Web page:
Tuesday, September 02, 2008

The End Of Mary Tyler Moore

"I think that the notion of job security I referred to earlier -- such a staple of life when I was growing up -- was just part of an era. I don't think it's the defacto way things are with working in America, or even should be."
Within less than a week of my post "Uncommon Strategies For An Uncommon World," the company for which I had been working full-time, and had recently switched to freelancing for, suddenly closed. Within a month, after the paperwork has been done and things are squared away, the company will most likely cease to exist. There are new tenants in the space already.

Please do not extend condolences to me. I have a near-ghoulish knack for forecasting events far in advance of their occurrence. I build my skill sets and develop my outlook to accommodate such developments. I've become very practiced in the art of feigning surprise.

What I do not feign is my sympathy and sorrow for my co-workers, most of whom had no idea the axe was going to fall so soon, if at all. This was not a young company, and several people had invested a chunk of their lives in it. To be frank, dealing with this was like dealing with a death -- the death of an entity, rather than a person. The death of a routine. The death of a specific set of plans.

Nor do I blame the owner of the company, who probably held out as long as she did as much for her employees as for a particular business strategy. She worked hard to maintain a family-like and humane atmosphere for the organization.

This all feels like a flashback to when Acclaim Comics closed the doors to their NYC office -- what, exactly TEN YEARS AGO?

And yet it's like me looking back from the other side. When Acclaim closed, I was caught completely unaware, and I was devastated. We all were devastated. But I remember how my immediate boss, who had just prepared her first novel for her publisher, was so zen about the whole thing. I just couldn't understand it -- why wasn't she as distraught as me? How could you be calm? The company, as we knew it, died. The company died!

Now I understand.

My company was not in the comic book field. And yet, I cannot help but think of Virgin Comics as I write this. Virgin won't be the last one to fall in this period of economic slowdown/clusterfuck. I expect more sudden axes to fall -- not out of any insider info, but based on that same ghoulish intuition. I'm not happy about it. It's never happy.

And how do we survive such uncertain, uncommon times?

1. Be Flexible
2. Anticipate Change
3. Develop New And Relevant Skill Sets

Mary Tyler Moore used to be my model as far as making it in a career was concerned. I've been wracking my brain for the last ten minutes trying to come up with an example of a pop-culture heroine who embodies what my current role-model is. But I can't think of one. I think I'm going to have to create one.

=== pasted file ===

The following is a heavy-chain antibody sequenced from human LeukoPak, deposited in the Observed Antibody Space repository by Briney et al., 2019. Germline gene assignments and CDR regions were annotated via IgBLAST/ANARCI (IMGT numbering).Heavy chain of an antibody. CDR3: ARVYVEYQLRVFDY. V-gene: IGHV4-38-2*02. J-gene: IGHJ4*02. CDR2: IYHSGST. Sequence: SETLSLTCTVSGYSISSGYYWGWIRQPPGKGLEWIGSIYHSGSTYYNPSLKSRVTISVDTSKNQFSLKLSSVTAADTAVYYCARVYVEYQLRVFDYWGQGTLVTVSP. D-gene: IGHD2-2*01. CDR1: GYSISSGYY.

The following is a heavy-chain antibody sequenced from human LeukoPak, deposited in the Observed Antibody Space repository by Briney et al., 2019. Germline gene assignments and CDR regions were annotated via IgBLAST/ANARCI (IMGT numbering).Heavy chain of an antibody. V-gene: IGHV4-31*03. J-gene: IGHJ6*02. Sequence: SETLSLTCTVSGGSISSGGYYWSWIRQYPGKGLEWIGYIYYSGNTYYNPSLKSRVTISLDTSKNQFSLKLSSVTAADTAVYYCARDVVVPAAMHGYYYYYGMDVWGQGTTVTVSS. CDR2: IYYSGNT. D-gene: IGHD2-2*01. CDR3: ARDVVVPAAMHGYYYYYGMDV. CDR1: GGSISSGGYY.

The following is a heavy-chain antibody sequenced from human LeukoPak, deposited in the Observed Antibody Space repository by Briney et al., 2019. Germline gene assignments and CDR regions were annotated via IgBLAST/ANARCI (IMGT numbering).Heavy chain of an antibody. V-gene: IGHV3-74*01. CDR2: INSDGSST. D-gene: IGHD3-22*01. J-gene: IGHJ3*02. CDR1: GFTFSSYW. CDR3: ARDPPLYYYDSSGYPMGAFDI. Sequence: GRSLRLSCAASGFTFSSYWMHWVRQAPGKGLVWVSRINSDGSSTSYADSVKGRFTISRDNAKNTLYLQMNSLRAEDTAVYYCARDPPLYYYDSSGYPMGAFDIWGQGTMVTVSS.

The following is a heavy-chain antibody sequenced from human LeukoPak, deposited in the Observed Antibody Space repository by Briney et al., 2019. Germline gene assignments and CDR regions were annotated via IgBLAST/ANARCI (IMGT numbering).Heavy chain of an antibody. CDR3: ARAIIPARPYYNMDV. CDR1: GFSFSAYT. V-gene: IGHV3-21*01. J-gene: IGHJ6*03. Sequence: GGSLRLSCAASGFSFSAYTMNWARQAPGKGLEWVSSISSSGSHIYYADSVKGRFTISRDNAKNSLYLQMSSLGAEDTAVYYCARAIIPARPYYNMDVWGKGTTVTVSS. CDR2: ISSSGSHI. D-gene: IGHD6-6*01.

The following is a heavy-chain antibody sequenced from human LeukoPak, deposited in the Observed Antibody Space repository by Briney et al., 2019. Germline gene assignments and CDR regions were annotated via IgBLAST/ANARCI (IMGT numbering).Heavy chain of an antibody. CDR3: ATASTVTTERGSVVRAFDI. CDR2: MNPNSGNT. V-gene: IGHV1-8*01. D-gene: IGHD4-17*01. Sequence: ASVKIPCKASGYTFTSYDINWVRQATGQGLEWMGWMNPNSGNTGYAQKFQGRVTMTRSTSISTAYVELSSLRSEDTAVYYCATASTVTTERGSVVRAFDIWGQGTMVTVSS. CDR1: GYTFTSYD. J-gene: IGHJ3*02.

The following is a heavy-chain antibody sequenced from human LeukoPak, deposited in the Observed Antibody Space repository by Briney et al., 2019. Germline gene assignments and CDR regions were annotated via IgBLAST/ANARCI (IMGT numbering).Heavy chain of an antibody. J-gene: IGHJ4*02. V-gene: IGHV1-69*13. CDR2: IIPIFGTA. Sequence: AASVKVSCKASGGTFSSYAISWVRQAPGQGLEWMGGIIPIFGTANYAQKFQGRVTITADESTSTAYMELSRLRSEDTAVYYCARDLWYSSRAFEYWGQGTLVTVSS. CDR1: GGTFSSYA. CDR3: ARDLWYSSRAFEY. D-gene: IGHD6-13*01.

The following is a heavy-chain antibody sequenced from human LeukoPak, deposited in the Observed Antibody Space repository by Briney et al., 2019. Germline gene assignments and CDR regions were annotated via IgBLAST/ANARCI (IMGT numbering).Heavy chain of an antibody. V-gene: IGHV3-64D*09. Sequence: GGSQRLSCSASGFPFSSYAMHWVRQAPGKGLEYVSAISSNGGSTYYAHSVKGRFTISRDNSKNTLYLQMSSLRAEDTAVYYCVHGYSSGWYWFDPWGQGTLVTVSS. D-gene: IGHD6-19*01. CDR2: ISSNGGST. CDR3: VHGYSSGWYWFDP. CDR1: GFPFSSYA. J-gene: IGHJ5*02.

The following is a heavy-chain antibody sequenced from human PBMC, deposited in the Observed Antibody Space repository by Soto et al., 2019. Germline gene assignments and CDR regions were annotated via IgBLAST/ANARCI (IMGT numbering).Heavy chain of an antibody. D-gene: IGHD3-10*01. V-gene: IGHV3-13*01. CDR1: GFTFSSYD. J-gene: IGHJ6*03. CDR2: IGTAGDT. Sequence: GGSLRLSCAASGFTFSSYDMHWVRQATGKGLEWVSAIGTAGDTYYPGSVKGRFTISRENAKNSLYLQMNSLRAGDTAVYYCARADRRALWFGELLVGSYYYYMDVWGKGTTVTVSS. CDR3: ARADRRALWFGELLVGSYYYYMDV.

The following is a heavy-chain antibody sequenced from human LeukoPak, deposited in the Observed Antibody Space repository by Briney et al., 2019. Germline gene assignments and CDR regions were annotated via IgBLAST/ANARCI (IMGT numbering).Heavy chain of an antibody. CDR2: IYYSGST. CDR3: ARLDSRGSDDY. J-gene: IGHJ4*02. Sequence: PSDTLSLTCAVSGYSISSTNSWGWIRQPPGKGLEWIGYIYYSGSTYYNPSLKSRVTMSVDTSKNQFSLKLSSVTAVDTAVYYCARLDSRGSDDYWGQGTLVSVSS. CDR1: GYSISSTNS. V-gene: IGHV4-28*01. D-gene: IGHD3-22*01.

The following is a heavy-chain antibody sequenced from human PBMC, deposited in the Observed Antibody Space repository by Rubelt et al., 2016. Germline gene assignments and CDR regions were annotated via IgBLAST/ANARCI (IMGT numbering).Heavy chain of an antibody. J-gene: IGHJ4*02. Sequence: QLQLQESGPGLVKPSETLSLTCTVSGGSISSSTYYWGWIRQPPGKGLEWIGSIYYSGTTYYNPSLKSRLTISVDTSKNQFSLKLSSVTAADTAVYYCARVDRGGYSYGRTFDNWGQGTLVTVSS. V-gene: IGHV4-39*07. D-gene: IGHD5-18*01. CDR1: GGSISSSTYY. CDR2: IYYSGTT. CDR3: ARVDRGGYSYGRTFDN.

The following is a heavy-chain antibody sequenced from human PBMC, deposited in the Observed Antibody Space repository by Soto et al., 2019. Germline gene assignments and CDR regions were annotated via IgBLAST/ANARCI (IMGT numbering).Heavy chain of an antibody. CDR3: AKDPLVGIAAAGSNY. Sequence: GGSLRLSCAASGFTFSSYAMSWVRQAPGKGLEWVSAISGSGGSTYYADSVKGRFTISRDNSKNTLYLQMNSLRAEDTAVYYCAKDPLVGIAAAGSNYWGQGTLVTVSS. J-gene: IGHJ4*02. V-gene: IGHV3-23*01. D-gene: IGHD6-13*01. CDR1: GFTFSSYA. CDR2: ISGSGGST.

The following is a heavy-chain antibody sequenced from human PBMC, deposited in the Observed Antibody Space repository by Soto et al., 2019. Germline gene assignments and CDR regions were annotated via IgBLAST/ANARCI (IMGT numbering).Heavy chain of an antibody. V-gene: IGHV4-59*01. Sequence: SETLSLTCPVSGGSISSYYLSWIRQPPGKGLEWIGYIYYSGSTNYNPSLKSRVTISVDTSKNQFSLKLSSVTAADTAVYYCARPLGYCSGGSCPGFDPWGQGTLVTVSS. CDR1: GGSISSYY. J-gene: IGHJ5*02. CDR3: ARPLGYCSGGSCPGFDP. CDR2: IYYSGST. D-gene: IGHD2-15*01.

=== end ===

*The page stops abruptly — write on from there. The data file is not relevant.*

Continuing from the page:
1. Val, sorry to read this bit of news. I am relieved that you seem to have prepared for it, though. While it's a skill you probably don't wish you needed, I'm glad to know it's working for you in this case. I hope this means you have some good news as to future projects just around the corner. As I've been reading your blog in recent weeks, I've gotten the feeling your star is on the rise, and I'm optimistic that will continue for you.

    Best wishes to you.

  2. Sorry to hear. Unfortunately, it's not at all uncommon; seems to be the rule these days, in fact.

    I strongly recommend the book, "Free Agent Nation" by Daniel Pink.

    Good luck!

  3. With you all the way!

    *fist in the air*

  4. Anonymous11:48 AM

    I've written for some time about the slowdown and lay offs.

    I do think you're right about how our parents viewed jobs, although I might argue against it being a single period in history. These days, it certainly behooves you to A) identify and B) develop skills that are marketable, rather than just doing whatever your job requires before being cast away.

  5. Your pop culture role model should be Lauren Graham on Gilmore Girls. She worked in a field she loved for others until she got the capital/moxie enough to break out on her own successfully.

    Plus she was very well-read and always had a pithy comment on the tip of her tongue.

  6. ... Yikes, welcome back from the long weekend, indeed. Best of luck post-closing.

  7. At the risk of seeming insensitive, I've gotta say I LOVE the images you chose to go with this post. Brilliant!

  8. Good luck, Val. And good luck to all your friends and coworkers at the company.

  9. Val, you are your own role model. This blog started because you shared with us, complete strangers, what you've experienced.

    Take all that, fictionalize it, and create a role model for someone else to write about ten years from now.

    And when you do, we'll be first in line to buy the book, DVD, or whatever it is!

    Good luck. Want us to help you with the job search? I hear DC has an assistant editor position open... *GRIN*

  10. Sorry about the job. And that extra perception can be kinda eerie in it's accuracy, can't it?

  11. Anonymous12:00 PM

    Sorry about your news ... went through this about 12 years ago as well, entered a different career, and now am starting a whole new one with new skills sets. It's exciting and scary, and absolutely what people need to do in this day and age. You've got to keep swimming (cue Ellen Degenerous Dori voice now).

  12. "It's a long way to Tipperary..."